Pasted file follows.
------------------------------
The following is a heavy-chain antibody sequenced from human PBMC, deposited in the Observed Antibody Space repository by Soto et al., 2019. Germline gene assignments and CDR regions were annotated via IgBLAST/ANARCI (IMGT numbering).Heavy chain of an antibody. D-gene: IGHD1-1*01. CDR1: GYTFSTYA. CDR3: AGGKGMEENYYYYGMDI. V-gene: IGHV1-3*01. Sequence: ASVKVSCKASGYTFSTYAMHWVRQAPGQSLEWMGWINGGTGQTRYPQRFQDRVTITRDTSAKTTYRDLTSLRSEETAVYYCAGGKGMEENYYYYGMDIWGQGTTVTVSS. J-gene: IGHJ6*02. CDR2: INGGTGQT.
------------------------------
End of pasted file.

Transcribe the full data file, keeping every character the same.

The following is a heavy-chain antibody sequenced from human PBMC, deposited in the Observed Antibody Space repository by Soto et al., 2019. Germline gene assignments and CDR regions were annotated via IgBLAST/ANARCI (IMGT numbering).Heavy chain of an antibody. D-gene: IGHD1-1*01. CDR1: GYTFSTYA. CDR3: AGGKGMEENYYYYGMDI. V-gene: IGHV1-3*01. Sequence: ASVKVSCKASGYTFSTYAMHWVRQAPGQSLEWMGWINGGTGQTRYPQRFQDRVTITRDTSAKTTYRDLTSLRSEETAVYYCAGGKGMEENYYYYGMDIWGQGTTVTVSS. J-gene: IGHJ6*02. CDR2: INGGTGQT.